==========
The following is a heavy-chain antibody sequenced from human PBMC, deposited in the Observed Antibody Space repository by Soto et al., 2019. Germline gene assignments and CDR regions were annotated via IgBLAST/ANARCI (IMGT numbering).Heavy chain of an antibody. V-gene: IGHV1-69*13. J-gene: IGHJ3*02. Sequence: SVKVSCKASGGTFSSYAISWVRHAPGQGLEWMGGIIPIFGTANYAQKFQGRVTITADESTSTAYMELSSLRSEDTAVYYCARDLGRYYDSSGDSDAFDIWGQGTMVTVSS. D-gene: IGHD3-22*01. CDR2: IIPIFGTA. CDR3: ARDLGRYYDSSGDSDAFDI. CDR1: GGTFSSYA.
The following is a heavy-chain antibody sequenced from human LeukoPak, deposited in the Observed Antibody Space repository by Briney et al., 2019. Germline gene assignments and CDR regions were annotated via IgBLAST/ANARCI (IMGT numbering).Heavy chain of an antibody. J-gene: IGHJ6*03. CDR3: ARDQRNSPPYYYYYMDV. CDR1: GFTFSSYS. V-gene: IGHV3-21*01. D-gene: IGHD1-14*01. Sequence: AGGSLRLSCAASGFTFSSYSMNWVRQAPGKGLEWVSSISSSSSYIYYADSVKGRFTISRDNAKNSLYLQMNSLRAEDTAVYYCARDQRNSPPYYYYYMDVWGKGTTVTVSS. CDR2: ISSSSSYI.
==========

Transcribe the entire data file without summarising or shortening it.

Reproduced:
The following is a heavy-chain antibody sequenced from human PBMC, deposited in the Observed Antibody Space repository by Soto et al., 2019. Germline gene assignments and CDR regions were annotated via IgBLAST/ANARCI (IMGT numbering).Heavy chain of an antibody. V-gene: IGHV1-69*13. J-gene: IGHJ3*02. Sequence: SVKVSCKASGGTFSSYAISWVRHAPGQGLEWMGGIIPIFGTANYAQKFQGRVTITADESTSTAYMELSSLRSEDTAVYYCARDLGRYYDSSGDSDAFDIWGQGTMVTVSS. D-gene: IGHD3-22*01. CDR2: IIPIFGTA. CDR3: ARDLGRYYDSSGDSDAFDI. CDR1: GGTFSSYA.
The following is a heavy-chain antibody sequenced from human LeukoPak, deposited in the Observed Antibody Space repository by Briney et al., 2019. Germline gene assignments and CDR regions were annotated via IgBLAST/ANARCI (IMGT numbering).Heavy chain of an antibody. J-gene: IGHJ6*03. CDR3: ARDQRNSPPYYYYYMDV. CDR1: GFTFSSYS. V-gene: IGHV3-21*01. D-gene: IGHD1-14*01. Sequence: AGGSLRLSCAASGFTFSSYSMNWVRQAPGKGLEWVSSISSSSSYIYYADSVKGRFTISRDNAKNSLYLQMNSLRAEDTAVYYCARDQRNSPPYYYYYMDVWGKGTTVTVSS. CDR2: ISSSSSYI.